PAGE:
Oxford rugby teams support local Leonard Cheshire Disability Care Home

Players and residents chant Go Oxford
Players and residents chant Go Oxford

Oxford University’s top rugby talent visited Agnes Court care home in Banbury, Oxfordshire on Saturday to meet some of the disabled people the forthcoming Varsity Match will support.


The 134th Men’s Varsity Match will take place at Twickenham Stadium on Thursday, 10 December, with Oxford renewing their age-old rivalry with Cambridge.



“Meeting the residents was as enjoyable for me and the players as we expect playing the match itself will be,” men’s captain George Messum said.


Team meeting resident Louise
Team meeting resident Louise

Women’s captain Carly Bliss added: “This year will be the first time the women’s team have ever played Varsity at Twickenham, but being able to help the residents here feels just as important.”


The charity is also selling tables to parties looking to be part of an audience with Alastair Hignell and other rugby internationals and will collect donations at the match.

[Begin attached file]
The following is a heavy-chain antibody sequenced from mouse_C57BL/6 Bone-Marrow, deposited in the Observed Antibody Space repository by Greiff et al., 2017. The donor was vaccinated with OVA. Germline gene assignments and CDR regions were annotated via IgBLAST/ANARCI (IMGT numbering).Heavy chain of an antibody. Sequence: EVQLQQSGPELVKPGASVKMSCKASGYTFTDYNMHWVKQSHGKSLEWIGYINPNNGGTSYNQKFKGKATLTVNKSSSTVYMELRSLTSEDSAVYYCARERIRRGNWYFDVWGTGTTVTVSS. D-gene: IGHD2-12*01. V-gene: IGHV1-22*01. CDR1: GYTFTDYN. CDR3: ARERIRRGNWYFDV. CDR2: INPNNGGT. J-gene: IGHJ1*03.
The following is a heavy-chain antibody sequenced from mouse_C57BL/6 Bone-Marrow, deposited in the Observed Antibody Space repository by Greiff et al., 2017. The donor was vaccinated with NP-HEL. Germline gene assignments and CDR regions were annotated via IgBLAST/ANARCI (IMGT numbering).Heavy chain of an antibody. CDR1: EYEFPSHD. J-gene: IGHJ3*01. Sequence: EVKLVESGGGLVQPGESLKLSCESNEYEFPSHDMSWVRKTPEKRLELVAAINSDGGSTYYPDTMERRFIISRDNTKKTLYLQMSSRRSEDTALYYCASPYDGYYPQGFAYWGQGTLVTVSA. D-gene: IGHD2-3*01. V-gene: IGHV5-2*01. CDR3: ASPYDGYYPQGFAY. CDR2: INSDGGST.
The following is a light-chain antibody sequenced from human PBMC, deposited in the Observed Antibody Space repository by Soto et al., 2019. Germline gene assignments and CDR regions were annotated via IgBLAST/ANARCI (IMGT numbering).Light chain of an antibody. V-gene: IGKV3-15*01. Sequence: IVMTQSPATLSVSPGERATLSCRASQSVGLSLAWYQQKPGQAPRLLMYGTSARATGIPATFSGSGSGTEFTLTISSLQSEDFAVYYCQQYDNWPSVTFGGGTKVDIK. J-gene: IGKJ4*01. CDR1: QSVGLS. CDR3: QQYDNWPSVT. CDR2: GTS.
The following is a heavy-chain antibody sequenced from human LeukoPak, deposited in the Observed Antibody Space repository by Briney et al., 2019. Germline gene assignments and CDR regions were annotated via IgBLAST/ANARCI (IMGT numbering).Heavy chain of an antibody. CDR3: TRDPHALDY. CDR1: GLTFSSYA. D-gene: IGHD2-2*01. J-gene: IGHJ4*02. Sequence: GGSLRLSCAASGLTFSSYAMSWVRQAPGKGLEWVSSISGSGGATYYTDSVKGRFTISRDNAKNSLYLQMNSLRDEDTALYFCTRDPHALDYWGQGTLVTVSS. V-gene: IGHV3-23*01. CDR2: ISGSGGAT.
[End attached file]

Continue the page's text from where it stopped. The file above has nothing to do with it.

Alastair, a Trustee of Leonard Cheshire Disability and former Cambridge Captain, said: “We hope those that have enjoyed England’s hosting of the Rugby World Cup might be encouraged to attend the latest edition of rugby’s oldest fixture when Oxford again takes on my old side Cambridge on December 10.”


Resident Louise learning to catch
Resident Louise learning to catch

Leonard Cheshire Disability, which hopes to raise £65,000 from the partnership, has historical links with Oxford. Its founder, Group Captain Leonard Cheshire, a highly decorated British RAF pilot in the Second World War, grew up in the city and went to the Dragon School.


In 1936, aged 18, he returned to his hometown to study Jurisprudence at Merton College, Oxford.


Leonard Cheshire Disability supports thousands of disabled people every year to live as independently as possible. It provides care and support services across the UK, including at Agnes Court and John Masefield House near Oxford and The Manor near Cambridge.


The ambition of the charity’s founder was to provide expert care and support to any disabled person anywhere in the world, and of giving them dignity and respect in everything they do. That drive remains alive in Leonard Cheshire Disability today.


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